Arnold repeats Coleridge's idolatry of the great dead and his turn to public cultivation. The great lost word for Bloom is Shelley's; his Defence is "the most profound discourse on poetry in the language." Strikingly, Bloom's scattered references to the Defence bear on time, the future, the process of history, not "platonic" immutability. Shelley offers, indeed, a basis for the "catastrophe theory of creativity" that Bloom now seeks. Poetry in Shelley entails recreative discontinuity: we build our "paradise … out of the wrecks of Eden." There is no creation, only transformative reperception. The poet always comes after; we compose only when the breeze has already departed, the coal is fading. If Dante forms a "bridge" between ancient and modern poetry, the crossing is strangely discontinuous, for he is also a "Lucifer" whose every "burning atom" bears an even more disruptive "lightning." Shelley hopes for a progressive poetic history, in which all poets contribute to one "great poem," but he fears that the first poem already contains all that poetry offers. Only the endless unveilings of interpretation will make it differ from itself over time. From this aspect of Shelley's theory, which follows from the impossibility of creation, Earl Wasserman concluded, as has Bloom, that poetry is only possible if every poem is a criticism of a previous poem.

In contrast to Shelley, Frye lacks bite. There is no negative moment in his understanding of literature. Poetry, like dreams, works through the dialectic of desire and repugnance, but the repugnance is inessential. It only produces the displacements which criticism must undo to reveal the total form of literature as fulfilling desire. Frye is like the early Freud who found no "no" in the unconscious, only an erotic will to union. But Freud's later instinctual dualism makes aggression as fundamental as eros and thus explains competition and exclusion, the world of Bloom's later work.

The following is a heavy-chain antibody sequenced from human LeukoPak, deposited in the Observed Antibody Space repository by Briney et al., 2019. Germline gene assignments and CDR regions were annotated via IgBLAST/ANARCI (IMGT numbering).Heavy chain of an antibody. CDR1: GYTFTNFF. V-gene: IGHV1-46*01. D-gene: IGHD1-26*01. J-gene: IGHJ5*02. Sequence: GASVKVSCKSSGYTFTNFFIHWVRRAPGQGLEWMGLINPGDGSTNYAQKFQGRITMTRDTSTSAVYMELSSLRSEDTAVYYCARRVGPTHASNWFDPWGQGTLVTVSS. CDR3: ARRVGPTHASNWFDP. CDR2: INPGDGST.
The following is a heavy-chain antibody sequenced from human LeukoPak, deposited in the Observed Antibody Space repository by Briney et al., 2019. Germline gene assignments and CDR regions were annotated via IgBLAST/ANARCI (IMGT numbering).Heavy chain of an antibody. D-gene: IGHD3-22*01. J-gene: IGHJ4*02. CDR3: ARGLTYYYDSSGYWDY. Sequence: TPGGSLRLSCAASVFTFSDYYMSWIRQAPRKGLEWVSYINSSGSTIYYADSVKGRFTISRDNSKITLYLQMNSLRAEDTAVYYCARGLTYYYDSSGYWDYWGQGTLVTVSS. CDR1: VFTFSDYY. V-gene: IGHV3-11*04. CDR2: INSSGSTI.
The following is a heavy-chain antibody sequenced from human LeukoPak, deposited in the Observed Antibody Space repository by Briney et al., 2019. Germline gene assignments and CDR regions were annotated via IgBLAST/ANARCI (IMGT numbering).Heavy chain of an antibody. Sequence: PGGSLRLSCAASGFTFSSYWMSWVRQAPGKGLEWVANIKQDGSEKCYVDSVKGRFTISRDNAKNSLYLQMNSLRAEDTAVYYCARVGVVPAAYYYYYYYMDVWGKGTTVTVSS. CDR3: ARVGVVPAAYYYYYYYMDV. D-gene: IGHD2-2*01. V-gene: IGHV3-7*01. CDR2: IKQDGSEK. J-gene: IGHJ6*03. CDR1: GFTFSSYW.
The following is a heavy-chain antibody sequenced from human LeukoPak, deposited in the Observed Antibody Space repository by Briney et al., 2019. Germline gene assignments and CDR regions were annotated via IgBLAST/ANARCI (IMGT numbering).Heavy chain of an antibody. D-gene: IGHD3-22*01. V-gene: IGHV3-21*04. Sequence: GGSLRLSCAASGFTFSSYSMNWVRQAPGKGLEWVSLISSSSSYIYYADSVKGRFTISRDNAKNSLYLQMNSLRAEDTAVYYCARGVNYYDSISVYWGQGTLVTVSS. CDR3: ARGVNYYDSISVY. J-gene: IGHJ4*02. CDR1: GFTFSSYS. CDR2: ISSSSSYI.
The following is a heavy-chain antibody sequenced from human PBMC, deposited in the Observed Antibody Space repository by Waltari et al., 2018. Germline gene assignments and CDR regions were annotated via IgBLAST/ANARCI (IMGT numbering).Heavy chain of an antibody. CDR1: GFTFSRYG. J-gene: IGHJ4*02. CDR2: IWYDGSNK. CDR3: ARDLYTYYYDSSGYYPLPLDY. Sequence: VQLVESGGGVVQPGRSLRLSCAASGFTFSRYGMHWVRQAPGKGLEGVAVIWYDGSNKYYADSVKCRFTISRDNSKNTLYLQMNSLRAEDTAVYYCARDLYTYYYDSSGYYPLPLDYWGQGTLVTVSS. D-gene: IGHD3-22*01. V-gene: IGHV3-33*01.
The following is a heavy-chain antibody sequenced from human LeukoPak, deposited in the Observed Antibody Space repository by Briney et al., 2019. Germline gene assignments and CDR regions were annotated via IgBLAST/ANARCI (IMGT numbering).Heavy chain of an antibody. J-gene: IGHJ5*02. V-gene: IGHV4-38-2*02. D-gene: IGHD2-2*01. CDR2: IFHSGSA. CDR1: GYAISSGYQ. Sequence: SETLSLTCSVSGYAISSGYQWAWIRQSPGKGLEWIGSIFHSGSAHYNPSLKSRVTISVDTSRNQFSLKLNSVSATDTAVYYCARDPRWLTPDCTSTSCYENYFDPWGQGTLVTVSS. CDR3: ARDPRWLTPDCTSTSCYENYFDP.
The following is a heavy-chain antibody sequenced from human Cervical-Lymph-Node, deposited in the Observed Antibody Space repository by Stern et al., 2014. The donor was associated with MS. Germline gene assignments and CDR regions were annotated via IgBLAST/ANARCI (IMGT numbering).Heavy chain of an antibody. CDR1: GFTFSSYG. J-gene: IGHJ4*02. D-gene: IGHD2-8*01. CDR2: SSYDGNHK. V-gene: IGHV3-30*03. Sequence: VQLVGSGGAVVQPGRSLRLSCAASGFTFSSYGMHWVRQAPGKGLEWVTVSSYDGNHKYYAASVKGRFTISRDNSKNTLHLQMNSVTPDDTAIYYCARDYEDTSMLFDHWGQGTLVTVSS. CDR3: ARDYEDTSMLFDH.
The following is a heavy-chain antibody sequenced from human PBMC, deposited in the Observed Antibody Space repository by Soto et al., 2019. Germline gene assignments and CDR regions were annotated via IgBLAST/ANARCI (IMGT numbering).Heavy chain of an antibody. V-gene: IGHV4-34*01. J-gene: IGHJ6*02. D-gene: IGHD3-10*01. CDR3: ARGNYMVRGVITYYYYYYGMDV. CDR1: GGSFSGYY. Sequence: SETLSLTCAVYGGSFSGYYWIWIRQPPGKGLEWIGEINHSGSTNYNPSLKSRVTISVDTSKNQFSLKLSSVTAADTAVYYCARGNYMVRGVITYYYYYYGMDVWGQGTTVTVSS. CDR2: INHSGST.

Now why do touchstones continue to worry Bloom so? In one of the latest essays in his first collection he cites several passages beside some lines from Ammons but warns that this is "not to play at touchstones, in the manner of Arnold or of Blackmur." Finally, however, Bloom has self-consciously given in. To illustrate Stevens's greatness as a poet of sublimity, he offers some "Arnoldian or Blackmurian touchstones." Why the fuss? This issue marks Bloom's break with Frye and Frye's optimistic view of human nature. Arnold took his touchstones from the paragoni of Italian Renaissance criticism, set pieces of comparison that readily became rivaly (paragone, from Gr. parakone, touchstone, confused with agon, struggle, competition). Touchstones set poetry against poetry rather than like Frye integrating poetry with poetry. Furthermore, citation of short passages out of context fragments the unity of a work, violating principles on which Wimsatt and Frye could both agree with Aristotle.